Is It Nature or Nurture? Beliefs about Child Development Held by College Students in Psychology Courses

Article excerpt

Research on conceptual change indicates the benefits of addressing students' prior understandings of topics of instruction. This article addresses the beliefs that college students in educational psychology and introductory psychology courses had about basic issues in child development. In response to open-ended questions, 150 students articulated distinct views about the social-emotional, physical, and cognitive domains. In their ratings, most students showed a preference for multidimensional explanations of development but adapted their responses to particular developmental domains and skills. Some evidence indicated that previous instruction in child development and the experience of raising children were associated with multifaceted beliefs. Implications are offered for future research and instruction.

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College students enter educational psychology and related courses with distinct beliefs about children. For example, some students believe that children worldwide undergo common changes, perhaps due to shared maturational processes, whereas others assume that developmental sequences vary dramatically among individual children, depending on unique child-rearing experiences. Such beliefs play a role in students' interpretations of academic concepts about children (McDevitt & Ormrod, 2008). In this article, we examine college students' beliefs, focusing on their ideas about basic developmental issues--factors that contribute to psychological and physical growth, the universality of developmental sequences, and forms of developmental change.

Preliminary evidence indicates that some college students, including some prospective teachers, have a few convictions about child development that are refuted by research and incompatible with sound educational practices. For example, a few aspiring and practicing teachers view children's personalities and intellectual abilities as fixed and resistant to change, assume children from diverse backgrounds see the world exactly as the teachers do, and believe that didactic instruction is consistently the most effective method of teaching children (Borko & Putnam, 1996; Daniels & Shumow, 2003; Holt & Reynolds, 1992; Kilgore & Ross, 1993; McIntyre, Jeffries, Turner, & Gilbrane, 2009; Patrick & Pintrich, 2001). In many cases, teachers hold these beliefs despite having been exposed to alternative concepts in child development (National Institute of Child Health and Human Development & National Council for the Accreditation of Teacher Education, 2007).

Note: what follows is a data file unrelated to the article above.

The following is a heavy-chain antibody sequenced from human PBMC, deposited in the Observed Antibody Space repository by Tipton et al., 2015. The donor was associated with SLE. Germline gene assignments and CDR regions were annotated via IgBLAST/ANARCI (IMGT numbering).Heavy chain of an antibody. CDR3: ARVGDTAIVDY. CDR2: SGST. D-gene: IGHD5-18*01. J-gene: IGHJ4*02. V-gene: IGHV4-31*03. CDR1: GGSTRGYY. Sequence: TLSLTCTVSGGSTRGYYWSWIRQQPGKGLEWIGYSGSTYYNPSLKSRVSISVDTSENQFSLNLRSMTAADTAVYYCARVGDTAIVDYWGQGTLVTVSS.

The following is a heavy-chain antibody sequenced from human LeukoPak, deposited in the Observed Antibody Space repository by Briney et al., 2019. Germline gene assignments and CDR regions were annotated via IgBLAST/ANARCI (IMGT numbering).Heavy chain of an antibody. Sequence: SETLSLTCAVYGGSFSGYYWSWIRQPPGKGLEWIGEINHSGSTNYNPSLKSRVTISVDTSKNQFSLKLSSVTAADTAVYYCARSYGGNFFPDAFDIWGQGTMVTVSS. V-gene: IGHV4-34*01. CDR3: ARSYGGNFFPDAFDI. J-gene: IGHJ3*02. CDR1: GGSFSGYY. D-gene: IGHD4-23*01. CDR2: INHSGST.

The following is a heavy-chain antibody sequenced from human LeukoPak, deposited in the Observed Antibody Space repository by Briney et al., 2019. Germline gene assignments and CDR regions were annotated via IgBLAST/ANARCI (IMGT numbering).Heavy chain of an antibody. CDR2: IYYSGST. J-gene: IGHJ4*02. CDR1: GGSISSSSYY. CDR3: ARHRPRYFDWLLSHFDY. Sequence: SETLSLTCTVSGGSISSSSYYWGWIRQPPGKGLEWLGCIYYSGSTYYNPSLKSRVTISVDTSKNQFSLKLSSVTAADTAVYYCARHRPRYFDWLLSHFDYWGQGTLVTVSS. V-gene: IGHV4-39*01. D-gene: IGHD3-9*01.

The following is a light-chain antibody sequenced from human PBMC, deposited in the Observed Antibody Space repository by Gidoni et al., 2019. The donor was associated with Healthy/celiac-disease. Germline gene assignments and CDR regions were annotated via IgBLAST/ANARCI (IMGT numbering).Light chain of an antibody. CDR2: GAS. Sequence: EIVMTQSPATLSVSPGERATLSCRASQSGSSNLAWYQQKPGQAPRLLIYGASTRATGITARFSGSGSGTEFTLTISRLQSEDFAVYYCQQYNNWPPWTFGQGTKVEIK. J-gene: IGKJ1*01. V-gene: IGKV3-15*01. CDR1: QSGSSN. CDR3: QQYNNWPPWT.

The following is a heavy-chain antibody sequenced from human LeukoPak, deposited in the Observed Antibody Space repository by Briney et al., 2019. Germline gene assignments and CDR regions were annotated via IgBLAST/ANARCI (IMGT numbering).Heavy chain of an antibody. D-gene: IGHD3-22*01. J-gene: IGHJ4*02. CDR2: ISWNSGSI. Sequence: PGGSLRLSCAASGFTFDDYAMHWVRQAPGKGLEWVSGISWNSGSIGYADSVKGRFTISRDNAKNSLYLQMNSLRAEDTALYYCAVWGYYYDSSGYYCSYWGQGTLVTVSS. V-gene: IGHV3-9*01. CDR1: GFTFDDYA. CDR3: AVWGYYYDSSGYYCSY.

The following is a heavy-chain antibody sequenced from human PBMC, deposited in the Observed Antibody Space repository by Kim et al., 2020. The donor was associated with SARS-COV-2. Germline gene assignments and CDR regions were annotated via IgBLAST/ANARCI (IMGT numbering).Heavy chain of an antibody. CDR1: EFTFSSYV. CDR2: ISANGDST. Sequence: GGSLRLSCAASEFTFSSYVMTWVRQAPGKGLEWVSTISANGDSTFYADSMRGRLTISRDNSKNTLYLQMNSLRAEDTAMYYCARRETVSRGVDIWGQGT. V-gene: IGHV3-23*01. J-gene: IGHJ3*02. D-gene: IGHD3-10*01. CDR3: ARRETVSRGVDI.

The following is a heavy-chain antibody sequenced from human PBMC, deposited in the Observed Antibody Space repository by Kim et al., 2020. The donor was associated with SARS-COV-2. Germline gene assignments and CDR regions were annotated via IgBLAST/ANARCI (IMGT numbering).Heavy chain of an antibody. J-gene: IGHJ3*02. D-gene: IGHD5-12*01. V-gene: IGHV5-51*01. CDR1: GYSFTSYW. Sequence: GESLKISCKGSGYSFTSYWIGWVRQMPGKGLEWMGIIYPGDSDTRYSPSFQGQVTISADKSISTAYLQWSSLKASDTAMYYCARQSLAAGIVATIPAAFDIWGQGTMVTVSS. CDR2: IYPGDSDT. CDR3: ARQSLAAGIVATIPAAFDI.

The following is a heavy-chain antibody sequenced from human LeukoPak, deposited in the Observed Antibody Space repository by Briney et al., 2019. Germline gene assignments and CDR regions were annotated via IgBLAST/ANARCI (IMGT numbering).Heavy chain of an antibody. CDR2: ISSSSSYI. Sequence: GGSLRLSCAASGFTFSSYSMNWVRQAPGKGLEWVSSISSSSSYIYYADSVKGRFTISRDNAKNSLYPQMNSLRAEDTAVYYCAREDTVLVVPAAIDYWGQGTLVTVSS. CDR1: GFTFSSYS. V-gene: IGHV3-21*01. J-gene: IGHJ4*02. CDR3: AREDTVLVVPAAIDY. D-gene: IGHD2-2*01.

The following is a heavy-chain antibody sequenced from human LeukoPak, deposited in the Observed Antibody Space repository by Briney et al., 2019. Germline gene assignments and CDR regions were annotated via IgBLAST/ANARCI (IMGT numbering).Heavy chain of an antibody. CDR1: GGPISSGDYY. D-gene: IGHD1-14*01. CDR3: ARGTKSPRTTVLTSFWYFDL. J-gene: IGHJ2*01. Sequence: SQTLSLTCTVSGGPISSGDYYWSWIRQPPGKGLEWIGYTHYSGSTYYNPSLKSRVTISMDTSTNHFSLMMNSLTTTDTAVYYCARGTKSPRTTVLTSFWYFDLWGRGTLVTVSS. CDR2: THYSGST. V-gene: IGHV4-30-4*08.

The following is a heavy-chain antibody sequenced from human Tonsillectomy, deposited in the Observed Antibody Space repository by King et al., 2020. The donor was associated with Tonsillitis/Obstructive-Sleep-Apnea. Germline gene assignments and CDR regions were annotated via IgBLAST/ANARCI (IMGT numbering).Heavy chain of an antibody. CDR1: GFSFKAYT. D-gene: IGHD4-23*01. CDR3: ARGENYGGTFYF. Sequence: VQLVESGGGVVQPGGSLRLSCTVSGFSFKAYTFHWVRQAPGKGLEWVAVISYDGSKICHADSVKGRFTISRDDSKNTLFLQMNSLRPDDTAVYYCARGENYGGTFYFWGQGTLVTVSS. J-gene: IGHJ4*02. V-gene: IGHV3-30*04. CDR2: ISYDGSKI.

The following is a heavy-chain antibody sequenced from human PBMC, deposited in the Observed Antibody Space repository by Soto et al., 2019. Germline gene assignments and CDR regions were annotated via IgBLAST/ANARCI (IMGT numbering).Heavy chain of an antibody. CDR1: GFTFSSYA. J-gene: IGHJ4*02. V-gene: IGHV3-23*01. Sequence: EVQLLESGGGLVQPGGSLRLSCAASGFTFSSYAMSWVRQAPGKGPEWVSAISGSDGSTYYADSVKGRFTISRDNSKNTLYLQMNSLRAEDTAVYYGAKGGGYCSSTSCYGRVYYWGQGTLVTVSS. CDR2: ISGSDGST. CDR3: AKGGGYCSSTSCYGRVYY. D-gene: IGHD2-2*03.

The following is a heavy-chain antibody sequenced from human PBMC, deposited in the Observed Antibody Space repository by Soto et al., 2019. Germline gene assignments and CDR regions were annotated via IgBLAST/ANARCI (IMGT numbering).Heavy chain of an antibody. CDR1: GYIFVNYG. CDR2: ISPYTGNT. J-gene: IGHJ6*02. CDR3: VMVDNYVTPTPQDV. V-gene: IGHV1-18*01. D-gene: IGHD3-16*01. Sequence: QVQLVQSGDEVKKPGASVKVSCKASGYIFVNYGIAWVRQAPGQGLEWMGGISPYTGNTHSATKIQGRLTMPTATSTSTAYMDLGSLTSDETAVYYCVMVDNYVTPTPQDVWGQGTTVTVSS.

Of course, exposure to concepts in child development does not inevitably yield new insights about children. Students need to undergo conceptual change, the process of revamping or augmenting existing ideas to accommodate exposure to new information (Carey, 1985; Mortimer, 1995; Murphy, 2007; Posner, Strike, Hewson, & Gertzog, 1982). Worthwhile instructional strategies include those that foster active participation, present concrete and engaging activities, create disequilibrium in thinking, challenge non-productive ideas, and support self-reflection (McDevitt & Ormrod, 2008; McIntyre et al., 2009; Patrick & Pintrich, 2001). These tactics may be particularly powerful when instructors become aware of students' typical preconceived ideas ahead of time and then challenge these misconceptions during lectures, discussions, and assignments. Yet it is not always possible to gain in-depth insights into students' perspectives prior to presenting information on relevant topics. Thus, instructors of psychology may benefit from access to data on students' commonly held beliefs about teaching, learning, and child development (Deemer, 2009; Patrick & Pintrich, 2001).

This investigation contributes to this instructional need by examining college students' beliefs about child development, a basic topic in educational and introductory psychology courses. Three central themes in child development were of concern to us: the manner in which nature and nurture combine in developmental change, the presence of both individual patterns and widespread trends, and the existence of dramatic reorganizations and minor incremental progressions (Fisher & Immordino-Yang, 2006; Kagan, 2008). …